Focused ion beam (FIB) technique towards extracting a TEM specimen was used in a FEI make Helios 600i high resolution dual beam scanning electron microscope. Specimen no. B5, exhibiting reasonable plasticity before brittle crack initiation was taken up for SEM-FIB operation. As a first step, the brittle crack initiation region just after the fatigue-precracked front was identified by tracing back the river pattern at lower magnification. Then

the observed region was further magnified to pin point the region of interest, as shown in Fig.2a. Then the region of interest was marked by platinum deposition, as shown in Fig.2b. The Pt layer also served to protect underlying fracture surface from Ga beam damage during milling operations. The initial foil for TEM sample preparation was extracted normal to the Pt-deposited line using a micromanipulator. The foil was then mounted onto a grid and in-situ Ga+ milled up to ~50 nm thickness, suitable for observation in TEM.

Fig.2a Selected Region of Crack Initiation Fig.2b Pt-deposited region for FIB operation

4.2 TEM Results

From the extracted TEM specimen, the subsurface morphology has been examined in detail in a Philips make CM200 analytical TEM fitted with Oxford X-Max 80 SDD detector. Salient results of the TEM observation are given in the Fig. 3a to 3c.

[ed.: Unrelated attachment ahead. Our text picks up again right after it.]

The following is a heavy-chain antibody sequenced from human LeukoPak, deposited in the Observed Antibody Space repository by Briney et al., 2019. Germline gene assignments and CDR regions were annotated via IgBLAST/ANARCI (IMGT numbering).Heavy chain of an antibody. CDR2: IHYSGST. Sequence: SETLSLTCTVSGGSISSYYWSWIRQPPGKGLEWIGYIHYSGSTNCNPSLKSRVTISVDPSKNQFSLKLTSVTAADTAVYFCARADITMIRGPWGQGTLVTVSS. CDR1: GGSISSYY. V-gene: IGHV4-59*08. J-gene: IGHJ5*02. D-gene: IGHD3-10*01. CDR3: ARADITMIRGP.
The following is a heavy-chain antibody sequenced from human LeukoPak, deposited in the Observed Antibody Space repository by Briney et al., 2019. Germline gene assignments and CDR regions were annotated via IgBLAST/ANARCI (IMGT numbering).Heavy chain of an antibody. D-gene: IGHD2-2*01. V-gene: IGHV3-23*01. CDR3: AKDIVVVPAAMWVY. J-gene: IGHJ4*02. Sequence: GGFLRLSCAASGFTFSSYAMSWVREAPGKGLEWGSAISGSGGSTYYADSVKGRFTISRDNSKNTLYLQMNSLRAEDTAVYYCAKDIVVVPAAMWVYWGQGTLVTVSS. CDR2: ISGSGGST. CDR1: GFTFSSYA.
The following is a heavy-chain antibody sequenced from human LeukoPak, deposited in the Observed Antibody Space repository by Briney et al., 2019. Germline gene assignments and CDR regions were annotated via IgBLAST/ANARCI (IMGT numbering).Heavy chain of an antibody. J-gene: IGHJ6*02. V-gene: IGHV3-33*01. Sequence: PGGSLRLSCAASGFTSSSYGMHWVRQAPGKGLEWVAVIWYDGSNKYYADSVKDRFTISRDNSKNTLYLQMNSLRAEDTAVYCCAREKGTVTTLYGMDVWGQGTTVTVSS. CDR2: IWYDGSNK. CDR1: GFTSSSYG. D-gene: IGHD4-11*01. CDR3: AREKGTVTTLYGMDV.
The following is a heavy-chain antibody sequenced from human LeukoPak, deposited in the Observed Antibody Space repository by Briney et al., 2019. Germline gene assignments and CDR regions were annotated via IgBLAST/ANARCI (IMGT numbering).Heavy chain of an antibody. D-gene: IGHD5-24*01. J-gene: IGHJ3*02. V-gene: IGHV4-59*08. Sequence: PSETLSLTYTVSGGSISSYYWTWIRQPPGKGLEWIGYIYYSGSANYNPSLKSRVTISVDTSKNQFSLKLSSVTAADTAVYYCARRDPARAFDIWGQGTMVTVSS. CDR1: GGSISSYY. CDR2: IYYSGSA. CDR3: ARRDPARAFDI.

Fig.3a Crack initiating points, Fig.3b Dislocation network Fig.3c Crack initiation at a

as marked by arrows around particles particle, as marked by an arrow

Figure 3a shows the distribution of particles and dislocation network just below the fracture surface. It can be clearly observed that the cracking process has been initiated at the particle-matrix interface. No evidence has been obtained for any particle to have fractured itself in this region. Figure 3b shows that the dislocation network has been denser around a large ellipsoidal shaped particle as compared to the round shaped smaller particle. A further magnified image in Fig.3c clearly shows the debonding of the particle-matrix interface, as marked by an arrow. Generally two types of carbide morphologies have been observed in the TEM study, namely the globular particles with average size of ~ 100 nm and the ellipsoidal precipitates with average size ~200 nm.

To generate an idea about the chemical composition of precipitates, energy dispersive X-ray spectroscopy (EDXS) was carried out with suitable tilt angles in the TEM from the particle as well as from the surrounding matrix region. Analysis of the EDXS patterns, show that the larger precipitates were rich in Cr as compared to the smaller ones, indicating that the particles were different types of carbide precipitates. The EDXS spectra obtained from a

large particle and that from the matrix is compared in Fig.4.

Energy (keV)

Fig.4 EDXS results from a large precipitate and matrix.